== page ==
I also want to mention that it takes at least 2 years to bring a bra from development to market (and then about 6 months after market for that bra to reach customers). That timeline is for ideal circumstances (i.e. no hiccups of any kind). So consumers also need to be patient with brands. I’m already looking at product that’s going to be at market 2 seasons from now (roughly 1 year), which means it’s been in development for the past six months…maybe even longer. And these are continuity items!

    That means if you’ve just now approached a brand about expanding their size range, it would be completely unreasonable to expect them to have something brand new for you within the next year. Bras, particularly in the higher cup sizes, are a feat of structural engineering. They take time, more time than the average customer thinks, to develop.

    Anyway, like I said, I’m so glad you wrote this.

    • Holly says:

      Both of these are extremely good points! I also think new brands need to be willing to rethink their assumptions about the full bust market – look at how many changes Tutti Rouge made from season one to season three. They literally reinvented their bras in a way that worked for more people in terms of shape and sizing. While I have no idea what their sales statistics are, I would bet large amounts of money that they’re selling better now than the old models did. Curvy Kate did something similar even after they were established to capture more of the market and it was really smart.

      I’ve heard stats from several companies that it took 4+ years to develop good bras in larger cup sizes, so it really is an expensive and demanding task. And there’s no reason to do it unless you believe you’ll sell them. You make a great point about brands working on things for a long time and not talking about them. Look at how Parfait by Affinitas released those limited K cup models with almost no buildup! They’d clearly had them in the works for ages but hadn’t talked about them or said they were working on them. Patience is definitely a huge part of it.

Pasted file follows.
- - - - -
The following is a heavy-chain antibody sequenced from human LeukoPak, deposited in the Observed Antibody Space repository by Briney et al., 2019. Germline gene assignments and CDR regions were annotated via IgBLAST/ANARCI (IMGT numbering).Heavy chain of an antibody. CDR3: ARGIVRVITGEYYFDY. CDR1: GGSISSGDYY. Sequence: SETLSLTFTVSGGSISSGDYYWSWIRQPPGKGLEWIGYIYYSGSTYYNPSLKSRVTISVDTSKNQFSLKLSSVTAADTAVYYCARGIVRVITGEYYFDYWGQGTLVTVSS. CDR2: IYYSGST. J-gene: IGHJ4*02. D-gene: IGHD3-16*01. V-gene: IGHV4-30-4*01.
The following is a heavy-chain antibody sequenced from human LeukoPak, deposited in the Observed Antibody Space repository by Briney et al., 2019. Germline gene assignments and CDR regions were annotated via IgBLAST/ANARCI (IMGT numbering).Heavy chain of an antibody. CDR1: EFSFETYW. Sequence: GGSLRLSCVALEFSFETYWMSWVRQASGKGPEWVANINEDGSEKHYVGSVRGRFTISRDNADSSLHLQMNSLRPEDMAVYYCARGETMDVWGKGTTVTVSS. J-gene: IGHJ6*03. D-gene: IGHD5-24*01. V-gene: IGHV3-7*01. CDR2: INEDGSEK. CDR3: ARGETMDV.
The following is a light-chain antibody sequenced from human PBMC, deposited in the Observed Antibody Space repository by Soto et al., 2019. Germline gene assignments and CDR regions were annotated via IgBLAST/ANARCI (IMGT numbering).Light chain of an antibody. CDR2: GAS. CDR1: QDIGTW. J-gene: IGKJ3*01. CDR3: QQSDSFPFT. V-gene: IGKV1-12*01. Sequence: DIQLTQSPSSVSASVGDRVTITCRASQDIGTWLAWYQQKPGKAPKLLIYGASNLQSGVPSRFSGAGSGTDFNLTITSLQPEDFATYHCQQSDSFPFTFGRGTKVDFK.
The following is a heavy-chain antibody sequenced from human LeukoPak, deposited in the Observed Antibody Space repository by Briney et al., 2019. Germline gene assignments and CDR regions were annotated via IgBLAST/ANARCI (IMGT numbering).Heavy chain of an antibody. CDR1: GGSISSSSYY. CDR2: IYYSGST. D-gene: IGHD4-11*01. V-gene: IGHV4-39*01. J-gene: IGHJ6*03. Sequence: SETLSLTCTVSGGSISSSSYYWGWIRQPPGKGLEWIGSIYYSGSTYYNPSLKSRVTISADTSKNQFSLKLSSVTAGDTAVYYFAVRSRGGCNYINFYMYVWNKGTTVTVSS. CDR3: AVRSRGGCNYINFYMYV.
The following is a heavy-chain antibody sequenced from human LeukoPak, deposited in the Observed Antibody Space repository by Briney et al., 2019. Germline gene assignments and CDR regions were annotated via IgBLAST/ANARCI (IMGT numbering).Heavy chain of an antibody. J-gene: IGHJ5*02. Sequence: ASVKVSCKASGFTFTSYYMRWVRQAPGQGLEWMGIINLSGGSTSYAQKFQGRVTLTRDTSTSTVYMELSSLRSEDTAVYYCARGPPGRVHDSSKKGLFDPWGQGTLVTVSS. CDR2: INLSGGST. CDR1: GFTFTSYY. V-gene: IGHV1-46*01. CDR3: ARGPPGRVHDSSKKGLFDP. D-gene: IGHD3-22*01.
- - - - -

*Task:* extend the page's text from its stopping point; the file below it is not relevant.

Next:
• Cora says:

        Curvy Kate and Parfait by Affinitas are both great examples! They’re also very large brands with tremendous manufacturing and purchasing power. And even with a practically guaranteed client base, it still took them a long time to make changes and bring new sizes to market. More than anything else, this reinforces how much patience is key with smaller brands.

    • Ms. Pris says:

      It’s too bad that getting a lot of complaints/returns doesn’t inspire labels to do a better job in the supposedly unusual sizes, rather than just deciding to scrap it completely.

      If a size range gets a lot of sales, that should tell brands that there’s a market for it. If it gets a lot of complaints and returns, that should tell them they are doing it wrong.

      • Cora says:

        There’s a few moving pieces here, and I kind of want to address them separately.

        First of all, I can understand your point of view, and I think if resources were unlimited, more brands would probably do that. But all it takes is a bad season or two for a lingerie company to go under. If they’re making a product which gets a lot of returns, not only does that product represent a loss for that season, it also means even more losses if they invest money into fixing it and it still doesn’t sell because, say, everyone thinks it’s “too expensive” (a complaint I see very often when it comes to full bust bra pricing).

        A high returns rate also makes it less likely for a brand to find stockists for future seasons. No retailer is going to carry a product with a high return rate. It costs them money and it devalues their brand. So even if the bra is redesigned and comes back 100% perfect, it may not get any orders due to issues from previous seasons. Not every brand offers direct sales, remember, so the stockist pipeline is essential for getting a new product to consumers.

        In addition, a “lot of sales” is a very subjective number. Despite how vocal certain segments of the bra community are on the internet, many of the sizes they share still represent a very small percentage of overall sales. And that small percentage can’t be explained away as “everyone is in the wrong size.” From a company’s perspective, it makes more sense to go after say, the 60% of their market that’s bringing in all the sales, as opposed to the 10% of their market that’s not making any.

        Finally, full bust bra creation is expensive, and I think a lot of consumers don’t know that. It’s not about just grading up your 34B if you’re a standard size brand or your 34DD if you’re a full bust brand. You need new patterns, a new design team, new materials, new factories, and new stockists. That represents a significant investment. Every company doesn’t have access to that kind of capital to take on those kinds of risks. There’s a reason you’re seeing size expansions from vertically integrated companies like Ewa Michalak, Curvy Kate, and Affinitas first…controlling the factories lets you take more risks. A company that’s outsourcing their production just doesn’t have that kind of wiggle room. They need to make things that they know are going to sell so they can finance the next season.

  15. Kim Hamilton says:

    As someone who borders on the H+ fence frequently – I know this issue well. I’m a lingerie student at De Montfort in the UK and I would like to specialize in H+ sizes for my final project this year. If there’s any H+ women in the UK who would like to be involved, please contact me through my Facebook design page (search ‘Kimtimates’). Thank you!